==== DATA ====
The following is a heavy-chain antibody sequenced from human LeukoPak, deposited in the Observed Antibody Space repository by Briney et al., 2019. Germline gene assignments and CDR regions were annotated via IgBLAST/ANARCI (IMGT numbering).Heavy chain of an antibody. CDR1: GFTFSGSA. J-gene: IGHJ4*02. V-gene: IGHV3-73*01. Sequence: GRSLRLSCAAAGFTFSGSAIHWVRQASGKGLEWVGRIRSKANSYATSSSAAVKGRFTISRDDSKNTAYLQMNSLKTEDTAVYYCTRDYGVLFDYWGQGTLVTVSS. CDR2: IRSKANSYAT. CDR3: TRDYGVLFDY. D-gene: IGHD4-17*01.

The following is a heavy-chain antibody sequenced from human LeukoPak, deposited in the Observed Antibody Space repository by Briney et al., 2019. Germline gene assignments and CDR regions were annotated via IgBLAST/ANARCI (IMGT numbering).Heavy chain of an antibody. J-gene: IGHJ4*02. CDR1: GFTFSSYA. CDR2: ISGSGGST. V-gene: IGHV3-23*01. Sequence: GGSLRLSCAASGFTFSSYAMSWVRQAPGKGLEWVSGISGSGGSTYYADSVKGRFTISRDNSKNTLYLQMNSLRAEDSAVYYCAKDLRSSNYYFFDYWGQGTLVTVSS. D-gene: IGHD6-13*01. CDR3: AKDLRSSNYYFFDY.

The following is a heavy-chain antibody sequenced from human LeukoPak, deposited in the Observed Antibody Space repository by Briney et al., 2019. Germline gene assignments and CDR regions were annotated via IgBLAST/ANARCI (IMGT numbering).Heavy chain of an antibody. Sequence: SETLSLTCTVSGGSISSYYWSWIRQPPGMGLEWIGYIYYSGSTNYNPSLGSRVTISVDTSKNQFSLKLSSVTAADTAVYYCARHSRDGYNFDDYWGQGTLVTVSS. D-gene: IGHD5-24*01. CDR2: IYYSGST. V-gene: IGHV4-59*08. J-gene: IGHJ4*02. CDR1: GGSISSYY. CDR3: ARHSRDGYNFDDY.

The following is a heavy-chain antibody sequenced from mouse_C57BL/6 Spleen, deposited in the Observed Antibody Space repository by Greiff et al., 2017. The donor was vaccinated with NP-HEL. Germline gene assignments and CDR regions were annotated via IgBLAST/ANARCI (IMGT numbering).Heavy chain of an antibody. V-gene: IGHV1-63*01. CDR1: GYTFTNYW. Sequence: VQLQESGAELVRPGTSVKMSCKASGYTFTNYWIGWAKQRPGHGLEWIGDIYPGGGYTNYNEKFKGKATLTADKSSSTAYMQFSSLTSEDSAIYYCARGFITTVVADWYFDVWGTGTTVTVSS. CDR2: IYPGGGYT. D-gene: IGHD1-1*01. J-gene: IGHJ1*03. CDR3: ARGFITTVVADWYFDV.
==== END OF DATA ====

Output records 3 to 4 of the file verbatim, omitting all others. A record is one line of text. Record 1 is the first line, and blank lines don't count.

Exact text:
The following is a heavy-chain antibody sequenced from human LeukoPak, deposited in the Observed Antibody Space repository by Briney et al., 2019. Germline gene assignments and CDR regions were annotated via IgBLAST/ANARCI (IMGT numbering).Heavy chain of an antibody. Sequence: SETLSLTCTVSGGSISSYYWSWIRQPPGMGLEWIGYIYYSGSTNYNPSLGSRVTISVDTSKNQFSLKLSSVTAADTAVYYCARHSRDGYNFDDYWGQGTLVTVSS. D-gene: IGHD5-24*01. CDR2: IYYSGST. V-gene: IGHV4-59*08. J-gene: IGHJ4*02. CDR1: GGSISSYY. CDR3: ARHSRDGYNFDDY.

The following is a heavy-chain antibody sequenced from mouse_C57BL/6 Spleen, deposited in the Observed Antibody Space repository by Greiff et al., 2017. The donor was vaccinated with NP-HEL. Germline gene assignments and CDR regions were annotated via IgBLAST/ANARCI (IMGT numbering).Heavy chain of an antibody. V-gene: IGHV1-63*01. CDR1: GYTFTNYW. Sequence: VQLQESGAELVRPGTSVKMSCKASGYTFTNYWIGWAKQRPGHGLEWIGDIYPGGGYTNYNEKFKGKATLTADKSSSTAYMQFSSLTSEDSAIYYCARGFITTVVADWYFDVWGTGTTVTVSS. CDR2: IYPGGGYT. D-gene: IGHD1-1*01. J-gene: IGHJ1*03. CDR3: ARGFITTVVADWYFDV.